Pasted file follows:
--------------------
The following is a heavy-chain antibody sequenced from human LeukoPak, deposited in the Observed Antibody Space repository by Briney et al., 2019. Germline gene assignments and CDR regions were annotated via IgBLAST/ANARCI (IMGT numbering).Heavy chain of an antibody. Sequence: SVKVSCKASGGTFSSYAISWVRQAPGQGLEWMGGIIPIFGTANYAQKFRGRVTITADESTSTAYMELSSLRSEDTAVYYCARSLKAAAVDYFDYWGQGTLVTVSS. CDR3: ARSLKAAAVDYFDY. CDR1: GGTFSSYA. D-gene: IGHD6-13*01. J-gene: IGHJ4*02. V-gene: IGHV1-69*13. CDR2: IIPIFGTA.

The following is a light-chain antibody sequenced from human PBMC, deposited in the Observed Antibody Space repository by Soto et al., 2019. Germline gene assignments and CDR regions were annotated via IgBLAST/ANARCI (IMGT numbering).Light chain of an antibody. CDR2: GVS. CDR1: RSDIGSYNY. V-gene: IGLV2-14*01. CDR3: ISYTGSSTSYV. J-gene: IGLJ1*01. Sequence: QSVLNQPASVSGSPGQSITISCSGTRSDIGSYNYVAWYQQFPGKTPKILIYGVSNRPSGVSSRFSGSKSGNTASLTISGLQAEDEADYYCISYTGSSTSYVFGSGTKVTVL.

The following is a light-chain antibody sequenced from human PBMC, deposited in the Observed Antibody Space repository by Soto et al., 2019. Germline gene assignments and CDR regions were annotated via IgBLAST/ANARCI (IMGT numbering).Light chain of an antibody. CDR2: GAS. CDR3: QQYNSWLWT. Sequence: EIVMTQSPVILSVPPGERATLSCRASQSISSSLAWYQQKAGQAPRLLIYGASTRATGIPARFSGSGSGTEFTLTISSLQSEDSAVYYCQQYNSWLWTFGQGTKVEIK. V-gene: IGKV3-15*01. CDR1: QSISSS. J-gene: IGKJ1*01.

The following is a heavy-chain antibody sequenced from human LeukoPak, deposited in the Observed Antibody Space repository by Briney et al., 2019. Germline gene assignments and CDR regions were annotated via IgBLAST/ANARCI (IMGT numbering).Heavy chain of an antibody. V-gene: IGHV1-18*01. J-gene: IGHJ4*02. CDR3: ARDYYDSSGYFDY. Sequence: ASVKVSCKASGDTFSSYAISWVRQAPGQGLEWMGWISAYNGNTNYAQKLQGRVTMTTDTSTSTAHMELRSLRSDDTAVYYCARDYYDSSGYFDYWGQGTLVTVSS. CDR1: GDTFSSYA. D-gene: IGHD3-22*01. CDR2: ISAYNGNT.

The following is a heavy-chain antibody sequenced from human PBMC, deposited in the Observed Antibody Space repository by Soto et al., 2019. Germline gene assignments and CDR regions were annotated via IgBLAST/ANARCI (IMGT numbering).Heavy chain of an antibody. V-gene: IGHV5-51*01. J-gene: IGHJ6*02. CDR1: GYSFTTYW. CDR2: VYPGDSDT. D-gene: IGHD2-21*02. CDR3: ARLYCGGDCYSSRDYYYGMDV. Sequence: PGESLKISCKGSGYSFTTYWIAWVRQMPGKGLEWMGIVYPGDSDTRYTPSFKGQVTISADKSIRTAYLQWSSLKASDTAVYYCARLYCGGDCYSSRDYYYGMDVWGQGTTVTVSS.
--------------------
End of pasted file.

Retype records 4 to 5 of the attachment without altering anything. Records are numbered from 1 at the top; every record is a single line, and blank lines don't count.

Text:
The following is a heavy-chain antibody sequenced from human LeukoPak, deposited in the Observed Antibody Space repository by Briney et al., 2019. Germline gene assignments and CDR regions were annotated via IgBLAST/ANARCI (IMGT numbering).Heavy chain of an antibody. V-gene: IGHV1-18*01. J-gene: IGHJ4*02. CDR3: ARDYYDSSGYFDY. Sequence: ASVKVSCKASGDTFSSYAISWVRQAPGQGLEWMGWISAYNGNTNYAQKLQGRVTMTTDTSTSTAHMELRSLRSDDTAVYYCARDYYDSSGYFDYWGQGTLVTVSS. CDR1: GDTFSSYA. D-gene: IGHD3-22*01. CDR2: ISAYNGNT.

The following is a heavy-chain antibody sequenced from human PBMC, deposited in the Observed Antibody Space repository by Soto et al., 2019. Germline gene assignments and CDR regions were annotated via IgBLAST/ANARCI (IMGT numbering).Heavy chain of an antibody. V-gene: IGHV5-51*01. J-gene: IGHJ6*02. CDR1: GYSFTTYW. CDR2: VYPGDSDT. D-gene: IGHD2-21*02. CDR3: ARLYCGGDCYSSRDYYYGMDV. Sequence: PGESLKISCKGSGYSFTTYWIAWVRQMPGKGLEWMGIVYPGDSDTRYTPSFKGQVTISADKSIRTAYLQWSSLKASDTAVYYCARLYCGGDCYSSRDYYYGMDVWGQGTTVTVSS.